According to the recent United Nations UNITE to End Violence Against Women Report, 50% of schoolgirls surveyed in Malawi reported sexual harassment at school, a worrying indication of the violence faced by women in the country. However, girls and women all over Malawi now have a newly elected champion to fight to ensure that life is safer for them. Joyce Banda (former Vice President) has been sworn in as president of Malawi, becoming the second female head of state in Africa and the first in sub-Saharan Africa.


She has long been a champion for the rights of women, and believes that uplifting the lives of women will uplift the nation as a whole. As a survivor of domestic violence, Ms. Banda is very familiar with the hardships that the women of Malawi are facing. Banda has explained that her goals are to end gender-based violence, increase the number of women in Parliament, fight against HIV, promote family planning and encourage the economic empowerment of women.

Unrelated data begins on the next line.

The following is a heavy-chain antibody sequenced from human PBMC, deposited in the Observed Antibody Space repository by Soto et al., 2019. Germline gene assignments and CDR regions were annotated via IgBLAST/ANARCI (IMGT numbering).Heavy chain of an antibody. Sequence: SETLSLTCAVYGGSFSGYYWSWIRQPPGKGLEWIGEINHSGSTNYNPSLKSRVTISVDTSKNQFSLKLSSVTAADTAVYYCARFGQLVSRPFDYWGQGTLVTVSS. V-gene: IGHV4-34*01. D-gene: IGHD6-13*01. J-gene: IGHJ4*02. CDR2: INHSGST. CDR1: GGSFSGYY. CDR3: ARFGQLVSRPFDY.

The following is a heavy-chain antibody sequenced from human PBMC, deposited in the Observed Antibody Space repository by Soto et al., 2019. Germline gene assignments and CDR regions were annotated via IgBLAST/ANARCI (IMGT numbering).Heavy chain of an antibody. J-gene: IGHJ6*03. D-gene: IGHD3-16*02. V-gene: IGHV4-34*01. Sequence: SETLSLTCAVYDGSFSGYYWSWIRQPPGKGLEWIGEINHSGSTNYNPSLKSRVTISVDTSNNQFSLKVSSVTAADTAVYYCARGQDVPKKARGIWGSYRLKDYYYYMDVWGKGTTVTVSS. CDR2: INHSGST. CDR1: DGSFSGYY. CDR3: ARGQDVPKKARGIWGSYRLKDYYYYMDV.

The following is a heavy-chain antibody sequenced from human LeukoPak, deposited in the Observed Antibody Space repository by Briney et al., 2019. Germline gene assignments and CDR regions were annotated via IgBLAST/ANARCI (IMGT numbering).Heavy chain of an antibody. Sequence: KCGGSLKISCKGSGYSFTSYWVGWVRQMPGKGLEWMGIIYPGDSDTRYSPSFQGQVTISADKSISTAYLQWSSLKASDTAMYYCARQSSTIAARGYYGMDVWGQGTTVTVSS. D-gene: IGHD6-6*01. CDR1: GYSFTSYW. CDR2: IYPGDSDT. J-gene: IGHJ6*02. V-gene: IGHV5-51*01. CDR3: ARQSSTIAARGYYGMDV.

She has stated her ambition is to help set women on the world’s least developed continent free from the cycle of poverty and abuse. This personal pledge was behind her decision to complete a Bachelor of Arts Degree in Early Childhood Education from Columbus University, in the United States. Prior to her recent appointment, she set up a garment manufacturing business and a bakery, and used the proceeds to send under-privileged girls to school. She has also founded also three major organizations in Malawi related to women’s rights: the National Association of Business Women, the Young Women’s Leaders Network, and the Joyce Banda Foundation. On becoming Minister of Gender, Child Welfare and Community Services in 2004 she fought to get a domestic violence bill enacted.


In her recent inaugural speech, she cited economic growth and good governance practices as her top priorities. Soon after assuming her new post she relieved the Inspector General of Police of his duties, following accusations against him of human rights abuses against civilians. Joyce Banda has been a long-standing beacon of hope for women in the Republic of Malawi, and is now in a position to further lift the country toward democracy and a better future.



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